Alberta Hits Pause on Renewable Approvals
Alberta is known for being the Texas of Canada, both sharing an affinity for trucks, cowboys, and oil and gas. If you’re planning a visit, get those sunnies out and maybe pack a windbreaker because it’s also the sunniest province in Canada and over one third of the province’s land can support wind production.
But while there is significant potential for solar and wind development in Alberta, a recent announcement from the government may hinder that growth.
What happened: The Government of Alberta did its best “you shall not pass” impression to all new renewable energy projects by issuing a six-month moratorium on approvals until February 2024.
- The Alberta Utilities Commission (AUC) is the regulatory body that approves power projects and requested this pause so that the government could come up with new rules for approvals.
Background: Last year in Canada, 1.8 gigawatts of solar and wind capacity was added, with over 75 percent built in Alberta. Projects are currently evaluated and approved on a case-by-case basis.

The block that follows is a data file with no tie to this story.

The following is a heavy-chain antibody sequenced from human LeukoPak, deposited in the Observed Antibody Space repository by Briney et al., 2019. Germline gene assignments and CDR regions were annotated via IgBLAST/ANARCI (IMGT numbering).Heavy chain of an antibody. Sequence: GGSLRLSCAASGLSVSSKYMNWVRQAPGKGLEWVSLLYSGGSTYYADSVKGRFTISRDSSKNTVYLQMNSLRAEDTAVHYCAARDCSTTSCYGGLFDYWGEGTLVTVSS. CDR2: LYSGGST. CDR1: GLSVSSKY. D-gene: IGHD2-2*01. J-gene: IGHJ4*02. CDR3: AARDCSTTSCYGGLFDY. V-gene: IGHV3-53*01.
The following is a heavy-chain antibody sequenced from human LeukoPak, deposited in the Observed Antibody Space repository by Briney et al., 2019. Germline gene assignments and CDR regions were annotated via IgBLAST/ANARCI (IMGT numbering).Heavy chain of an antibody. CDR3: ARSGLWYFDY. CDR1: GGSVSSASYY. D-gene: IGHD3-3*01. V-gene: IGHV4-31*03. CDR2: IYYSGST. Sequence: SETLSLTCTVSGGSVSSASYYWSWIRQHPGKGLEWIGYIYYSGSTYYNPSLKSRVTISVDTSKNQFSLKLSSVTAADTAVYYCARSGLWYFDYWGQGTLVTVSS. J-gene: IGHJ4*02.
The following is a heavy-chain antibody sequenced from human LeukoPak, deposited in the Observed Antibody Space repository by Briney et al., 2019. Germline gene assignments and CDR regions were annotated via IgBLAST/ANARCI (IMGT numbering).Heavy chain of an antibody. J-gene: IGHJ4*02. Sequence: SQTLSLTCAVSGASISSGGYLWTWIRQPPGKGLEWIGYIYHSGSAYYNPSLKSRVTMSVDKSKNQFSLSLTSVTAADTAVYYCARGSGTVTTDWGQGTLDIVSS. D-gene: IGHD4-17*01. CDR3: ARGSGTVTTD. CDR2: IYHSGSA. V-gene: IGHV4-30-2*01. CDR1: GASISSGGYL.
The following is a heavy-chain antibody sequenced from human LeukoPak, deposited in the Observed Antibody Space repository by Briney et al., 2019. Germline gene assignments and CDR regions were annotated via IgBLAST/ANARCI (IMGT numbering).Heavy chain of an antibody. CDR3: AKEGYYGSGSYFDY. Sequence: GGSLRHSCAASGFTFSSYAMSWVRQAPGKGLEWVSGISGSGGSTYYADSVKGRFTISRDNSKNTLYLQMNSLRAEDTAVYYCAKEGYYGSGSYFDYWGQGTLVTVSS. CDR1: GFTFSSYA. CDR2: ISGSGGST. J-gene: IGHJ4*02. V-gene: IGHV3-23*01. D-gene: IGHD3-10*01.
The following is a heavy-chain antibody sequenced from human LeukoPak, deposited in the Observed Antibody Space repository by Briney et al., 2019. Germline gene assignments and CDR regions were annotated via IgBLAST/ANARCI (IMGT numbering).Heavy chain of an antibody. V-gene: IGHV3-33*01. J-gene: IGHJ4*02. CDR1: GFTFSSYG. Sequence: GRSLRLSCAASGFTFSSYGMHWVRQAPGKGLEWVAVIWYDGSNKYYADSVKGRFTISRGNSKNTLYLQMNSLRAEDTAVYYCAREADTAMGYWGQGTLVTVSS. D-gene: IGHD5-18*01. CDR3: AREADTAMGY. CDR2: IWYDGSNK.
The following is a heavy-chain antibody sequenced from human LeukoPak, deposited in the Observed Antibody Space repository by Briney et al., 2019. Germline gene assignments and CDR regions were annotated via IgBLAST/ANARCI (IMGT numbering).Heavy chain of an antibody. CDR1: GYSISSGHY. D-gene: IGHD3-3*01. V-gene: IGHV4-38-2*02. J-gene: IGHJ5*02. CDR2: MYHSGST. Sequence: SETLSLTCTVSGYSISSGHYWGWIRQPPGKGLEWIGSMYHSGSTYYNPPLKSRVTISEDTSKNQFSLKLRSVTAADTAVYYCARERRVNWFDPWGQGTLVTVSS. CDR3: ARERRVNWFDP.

Renewable energy investments have been growing quickly, but now the AUC needs a breather. They’ve been unable to keep up with the demand while still ensuring that everyone has been consulted appropriately.
Alberta power generation capacity
The hold up: Farmers and rural municipalities have raised concerns around the development of power plants on high value farmlands and reclamation needs for the new facilities.
- The AUC will use the next six months to identify criteria for a new, more efficient framework. While this is underway, all new project applications are paused.
Renewable companies are concerned about the impacts this will have on investment and critics of the move believe this will have detrimental impacts on “business… environment… and Albertans”.
- Alberta has set a target of 30 percent renewable electricity by 2030. It achieved 17 percent renewable power last year, exceeding its 15 percent target.
Zoom out: According to the International Energy Agency, implementation of clean energy generation is on track in order to achieve net zero. Actions like this by regional governments may put this at risk.